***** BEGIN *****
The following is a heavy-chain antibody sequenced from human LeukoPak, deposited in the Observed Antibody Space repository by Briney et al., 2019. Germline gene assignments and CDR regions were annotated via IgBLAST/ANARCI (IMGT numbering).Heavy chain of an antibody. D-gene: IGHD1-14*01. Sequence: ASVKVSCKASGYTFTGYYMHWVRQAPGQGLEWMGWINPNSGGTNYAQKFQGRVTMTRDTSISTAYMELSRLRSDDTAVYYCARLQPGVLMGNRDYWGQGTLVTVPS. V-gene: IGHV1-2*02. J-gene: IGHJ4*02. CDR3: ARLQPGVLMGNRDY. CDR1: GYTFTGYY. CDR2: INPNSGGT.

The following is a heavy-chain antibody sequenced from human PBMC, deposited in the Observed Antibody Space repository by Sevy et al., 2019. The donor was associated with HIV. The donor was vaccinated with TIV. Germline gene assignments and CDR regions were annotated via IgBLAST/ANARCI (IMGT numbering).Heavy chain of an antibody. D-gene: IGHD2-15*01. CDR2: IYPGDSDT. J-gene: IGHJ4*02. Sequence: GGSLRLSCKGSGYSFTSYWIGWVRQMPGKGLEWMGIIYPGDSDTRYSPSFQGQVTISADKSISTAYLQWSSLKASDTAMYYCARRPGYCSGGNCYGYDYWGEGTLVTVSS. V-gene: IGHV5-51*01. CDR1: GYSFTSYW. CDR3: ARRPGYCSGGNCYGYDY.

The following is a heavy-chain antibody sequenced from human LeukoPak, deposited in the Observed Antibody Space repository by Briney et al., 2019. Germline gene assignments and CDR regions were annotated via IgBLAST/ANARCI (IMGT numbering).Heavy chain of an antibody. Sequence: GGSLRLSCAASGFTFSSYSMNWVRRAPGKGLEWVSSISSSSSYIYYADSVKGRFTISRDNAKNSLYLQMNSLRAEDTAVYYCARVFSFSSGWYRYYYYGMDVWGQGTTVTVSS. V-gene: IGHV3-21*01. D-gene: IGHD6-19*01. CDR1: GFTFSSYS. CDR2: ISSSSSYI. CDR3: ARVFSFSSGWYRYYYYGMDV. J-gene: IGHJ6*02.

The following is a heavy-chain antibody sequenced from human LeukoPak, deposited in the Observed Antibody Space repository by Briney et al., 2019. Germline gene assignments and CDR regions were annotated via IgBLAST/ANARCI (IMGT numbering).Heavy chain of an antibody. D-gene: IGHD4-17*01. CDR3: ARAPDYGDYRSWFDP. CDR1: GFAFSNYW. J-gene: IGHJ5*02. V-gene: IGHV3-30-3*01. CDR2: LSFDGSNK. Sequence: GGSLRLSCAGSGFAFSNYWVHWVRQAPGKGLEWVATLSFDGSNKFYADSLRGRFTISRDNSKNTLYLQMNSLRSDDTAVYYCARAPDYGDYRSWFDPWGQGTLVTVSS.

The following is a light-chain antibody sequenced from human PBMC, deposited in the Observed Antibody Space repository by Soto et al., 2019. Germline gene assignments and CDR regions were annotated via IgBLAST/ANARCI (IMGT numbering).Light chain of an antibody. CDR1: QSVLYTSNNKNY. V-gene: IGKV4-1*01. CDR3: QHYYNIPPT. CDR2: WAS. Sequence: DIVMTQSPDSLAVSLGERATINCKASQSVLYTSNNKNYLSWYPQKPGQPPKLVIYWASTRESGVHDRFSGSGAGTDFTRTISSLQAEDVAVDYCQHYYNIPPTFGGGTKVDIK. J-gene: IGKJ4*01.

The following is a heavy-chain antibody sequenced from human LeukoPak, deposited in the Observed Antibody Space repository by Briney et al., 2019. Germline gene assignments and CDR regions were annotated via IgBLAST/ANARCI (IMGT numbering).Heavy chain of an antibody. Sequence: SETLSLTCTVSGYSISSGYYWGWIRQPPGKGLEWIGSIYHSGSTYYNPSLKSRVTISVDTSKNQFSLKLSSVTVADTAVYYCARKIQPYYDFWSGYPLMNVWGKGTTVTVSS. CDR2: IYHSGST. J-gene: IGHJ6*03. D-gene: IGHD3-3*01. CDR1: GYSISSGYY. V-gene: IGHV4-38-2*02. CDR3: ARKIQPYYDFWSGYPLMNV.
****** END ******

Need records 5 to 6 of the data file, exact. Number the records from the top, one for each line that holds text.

The following is a light-chain antibody sequenced from human PBMC, deposited in the Observed Antibody Space repository by Soto et al., 2019. Germline gene assignments and CDR regions were annotated via IgBLAST/ANARCI (IMGT numbering).Light chain of an antibody. CDR1: QSVLYTSNNKNY. V-gene: IGKV4-1*01. CDR3: QHYYNIPPT. CDR2: WAS. Sequence: DIVMTQSPDSLAVSLGERATINCKASQSVLYTSNNKNYLSWYPQKPGQPPKLVIYWASTRESGVHDRFSGSGAGTDFTRTISSLQAEDVAVDYCQHYYNIPPTFGGGTKVDIK. J-gene: IGKJ4*01.

The following is a heavy-chain antibody sequenced from human LeukoPak, deposited in the Observed Antibody Space repository by Briney et al., 2019. Germline gene assignments and CDR regions were annotated via IgBLAST/ANARCI (IMGT numbering).Heavy chain of an antibody. Sequence: SETLSLTCTVSGYSISSGYYWGWIRQPPGKGLEWIGSIYHSGSTYYNPSLKSRVTISVDTSKNQFSLKLSSVTVADTAVYYCARKIQPYYDFWSGYPLMNVWGKGTTVTVSS. CDR2: IYHSGST. J-gene: IGHJ6*03. D-gene: IGHD3-3*01. CDR1: GYSISSGYY. V-gene: IGHV4-38-2*02. CDR3: ARKIQPYYDFWSGYPLMNV.